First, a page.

The market environment since the Brexit “V” bounce has been odd, with correlation breakdowns occurring amid an incredibly tight S&P trading range most of the summer. Market volatility, as measured by the CBOE VIX index, is near lows – odd, particularly given the numerous identifiable market risks known to participants.
In this environment the Nomura Quantitative Investment Strategy team wants to understand why low volatility stock selection has worked so poorly during a market environment of low volatility. They consider the popular notion — crowding in to low volatility stocks has led to over valuation. But in the end they point to a correlation analysis between two polar opposite stock categories, both of which are based on risk and volatility.
Two stock categories based on price volatility and risk
There have been two stock categories not defined by the products or services they provide, but by how their stock volatility profile make-up is constructed.
Stocks that do not exhibit a high degree of price differential, low volatility stocks, had been a significant want among portfolio analysts who view the picks as conservative.
While low volatility stocks have generally done well, something happened after the Brexit vote. In a report titled “Brexit Broke It,” Joseph Mezrich along with a team five additional Nomura quant analysts consider the fate of low volatility stocks, underperforming the market by 3.8% since June.
To conduct analysis they consider a polar opposite: high default risk stocks. In the end, valuation is a key when understanding pricing models and patterns, but Nomura suggests that other factors lead to the underperformance phenomena.
The common assumption is that low volatility stocks have underperformed based on high valuations
The Nomura team explains that the most common reason why low volatility stocks may be underperforming, due to their high valuation, was not the primary performance driver behind low volatility underperformance since Brexit.
“There is a more satisfying explanation that can better account for the poor performance of low-volatility stocks this quarter,” the report observed. “The key takeaway here is that low volatility investing is yet another factor strategy that is affected by the market’s attitude toward reward or punishment of company default risk.”
Another category of stocks not devised based on products or services is the high default risk category. These are stocks on the edge of solvency, a mathematical state of financial affairs that can be benchmarked and identified. Nomura tracks this category and notes a correlation.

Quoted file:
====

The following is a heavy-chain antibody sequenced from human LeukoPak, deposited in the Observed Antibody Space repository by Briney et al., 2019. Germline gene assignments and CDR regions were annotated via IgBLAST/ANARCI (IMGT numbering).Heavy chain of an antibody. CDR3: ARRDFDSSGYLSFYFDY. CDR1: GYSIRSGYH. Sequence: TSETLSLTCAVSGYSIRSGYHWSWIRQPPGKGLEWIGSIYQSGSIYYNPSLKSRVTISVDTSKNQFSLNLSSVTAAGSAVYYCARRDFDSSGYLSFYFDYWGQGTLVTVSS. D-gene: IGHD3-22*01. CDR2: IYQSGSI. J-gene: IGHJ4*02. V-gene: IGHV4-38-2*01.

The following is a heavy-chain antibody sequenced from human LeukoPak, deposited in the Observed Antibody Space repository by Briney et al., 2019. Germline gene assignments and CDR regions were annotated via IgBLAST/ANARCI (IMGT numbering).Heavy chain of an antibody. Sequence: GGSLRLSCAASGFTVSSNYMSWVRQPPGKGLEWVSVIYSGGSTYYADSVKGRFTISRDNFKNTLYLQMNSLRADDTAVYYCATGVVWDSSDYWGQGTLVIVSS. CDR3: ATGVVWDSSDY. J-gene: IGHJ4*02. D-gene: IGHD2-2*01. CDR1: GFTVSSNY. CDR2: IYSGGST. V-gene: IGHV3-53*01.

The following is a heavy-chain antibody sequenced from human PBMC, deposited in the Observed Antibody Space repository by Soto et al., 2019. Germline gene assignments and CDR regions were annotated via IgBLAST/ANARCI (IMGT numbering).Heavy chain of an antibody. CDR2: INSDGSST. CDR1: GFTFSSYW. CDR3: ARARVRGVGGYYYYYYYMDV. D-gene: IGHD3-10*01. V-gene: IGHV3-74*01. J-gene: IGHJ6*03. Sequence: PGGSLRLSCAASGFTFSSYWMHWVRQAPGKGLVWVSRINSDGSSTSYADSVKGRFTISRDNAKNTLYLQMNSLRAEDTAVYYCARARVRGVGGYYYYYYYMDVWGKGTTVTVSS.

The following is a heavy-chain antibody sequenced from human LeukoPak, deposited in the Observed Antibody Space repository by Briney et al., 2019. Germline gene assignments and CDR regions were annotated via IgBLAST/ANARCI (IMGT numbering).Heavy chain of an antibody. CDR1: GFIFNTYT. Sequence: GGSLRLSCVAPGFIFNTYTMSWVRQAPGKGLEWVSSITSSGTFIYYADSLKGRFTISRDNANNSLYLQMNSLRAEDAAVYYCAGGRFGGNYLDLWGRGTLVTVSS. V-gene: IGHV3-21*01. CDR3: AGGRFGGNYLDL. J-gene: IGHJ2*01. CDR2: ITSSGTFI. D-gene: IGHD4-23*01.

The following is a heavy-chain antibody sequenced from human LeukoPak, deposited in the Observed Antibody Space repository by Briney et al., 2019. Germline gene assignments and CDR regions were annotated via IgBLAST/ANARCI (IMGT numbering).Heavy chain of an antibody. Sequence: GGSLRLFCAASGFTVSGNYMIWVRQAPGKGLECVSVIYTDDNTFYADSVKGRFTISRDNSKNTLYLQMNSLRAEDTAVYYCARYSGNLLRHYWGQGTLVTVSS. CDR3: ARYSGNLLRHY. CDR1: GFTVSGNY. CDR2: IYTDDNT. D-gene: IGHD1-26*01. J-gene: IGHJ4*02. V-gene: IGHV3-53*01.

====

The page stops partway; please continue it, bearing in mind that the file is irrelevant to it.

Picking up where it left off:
With default risk being a major theme in the market, the category has traded higher of late with low vol trading lower. When investors find value in high default risk stocks they are expressing a risk-on approach to markets. “The market’s attitude toward companies with high-default risk has been a key dynamic of the market this year: risk-off has been followed by risk-on,” the report stated.
The Brexit changed this, the report notes, as a correlation factor between low volatility and high risk stocks is identified as part of a cyclical pattern:
The period around the Brexit vote caused a sharp but brief risk-off market drop, but since June 28 risk-on has been back in force, perhaps in pause mode lately. Intuitively, we would expect that, when the market is in risk-on mode, low-volatility stocks would be less favored. Conversely, in a risk-off context, low-volatility stocks would likely be preferred. It is useful to look at the performance of the low-volatility stocks in terms of how the market rewards high-default-risk companies, i.e., the high-default-risk basket return displayed in Fig. 1. Fig. 2 shows relative return of the MSCI US Minimum-Volatility ETF to the S&P 500 (white line) and the inverse of the high-default-risk basket (green line) since the end of June. In this chart, when the green line drops, the market rewards high-default-risk companies and vice versa. The post-Brexit risk-on market rally commenced on June 28. On this date, the market also started to reward high-default-risk companies (the green line in Fig. 2 drops) and began to punish low-volatility stocks (the white line in Fig. 2 also drops). Note the close co-movement of the two series thus far in the third quarter.
Look at the correlation with risk-on and risk-off and recognize this pattern might not repeat
The stock market has always had a risk-on, risk-off attitude. Nomura points to an essential correlation between risk-off and low volatility. But then mentions periods of time exist when no correlation exists.
To recognize the cycle better, Nomura considers the relationship between high default risk stocks and minimum volatility.
Based on this correlation analysis, the report concludes low-volatility strategies have underperformed post Brexit due to the market rewarding high-default risk.
Will this value behavior persist? Nomura thinks not:
This is yet another example of the impact of default risk on factor returns. Whether low volatility stocks are expensive seems much less relevant. Given the role of default risk in “contaminating” factor performance, we would expect low-volatility stocks to outperform in the next risk-off episode.